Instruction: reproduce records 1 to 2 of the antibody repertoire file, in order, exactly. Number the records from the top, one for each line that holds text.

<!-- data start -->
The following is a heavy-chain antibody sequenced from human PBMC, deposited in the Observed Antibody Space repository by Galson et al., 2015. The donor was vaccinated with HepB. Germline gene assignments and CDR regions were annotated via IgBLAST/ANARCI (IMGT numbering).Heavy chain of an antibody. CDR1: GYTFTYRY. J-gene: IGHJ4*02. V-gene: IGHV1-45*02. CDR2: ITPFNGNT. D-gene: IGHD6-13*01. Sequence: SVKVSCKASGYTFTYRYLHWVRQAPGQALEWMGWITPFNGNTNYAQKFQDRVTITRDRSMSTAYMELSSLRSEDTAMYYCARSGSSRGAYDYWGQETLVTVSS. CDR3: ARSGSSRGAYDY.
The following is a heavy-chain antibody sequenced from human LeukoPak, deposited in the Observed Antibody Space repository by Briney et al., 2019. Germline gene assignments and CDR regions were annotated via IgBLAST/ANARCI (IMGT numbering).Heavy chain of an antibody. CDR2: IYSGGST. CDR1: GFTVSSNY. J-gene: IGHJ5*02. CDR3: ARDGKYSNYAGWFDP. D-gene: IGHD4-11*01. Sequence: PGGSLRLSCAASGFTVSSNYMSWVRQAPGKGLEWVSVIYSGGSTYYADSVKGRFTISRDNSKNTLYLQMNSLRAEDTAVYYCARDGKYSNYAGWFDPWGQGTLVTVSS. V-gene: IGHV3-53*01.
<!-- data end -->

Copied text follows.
The following is a heavy-chain antibody sequenced from human PBMC, deposited in the Observed Antibody Space repository by Galson et al., 2015. The donor was vaccinated with HepB. Germline gene assignments and CDR regions were annotated via IgBLAST/ANARCI (IMGT numbering).Heavy chain of an antibody. CDR1: GYTFTYRY. J-gene: IGHJ4*02. V-gene: IGHV1-45*02. CDR2: ITPFNGNT. D-gene: IGHD6-13*01. Sequence: SVKVSCKASGYTFTYRYLHWVRQAPGQALEWMGWITPFNGNTNYAQKFQDRVTITRDRSMSTAYMELSSLRSEDTAMYYCARSGSSRGAYDYWGQETLVTVSS. CDR3: ARSGSSRGAYDY.
The following is a heavy-chain antibody sequenced from human LeukoPak, deposited in the Observed Antibody Space repository by Briney et al., 2019. Germline gene assignments and CDR regions were annotated via IgBLAST/ANARCI (IMGT numbering).Heavy chain of an antibody. CDR2: IYSGGST. CDR1: GFTVSSNY. J-gene: IGHJ5*02. CDR3: ARDGKYSNYAGWFDP. D-gene: IGHD4-11*01. Sequence: PGGSLRLSCAASGFTVSSNYMSWVRQAPGKGLEWVSVIYSGGSTYYADSVKGRFTISRDNSKNTLYLQMNSLRAEDTAVYYCARDGKYSNYAGWFDPWGQGTLVTVSS. V-gene: IGHV3-53*01.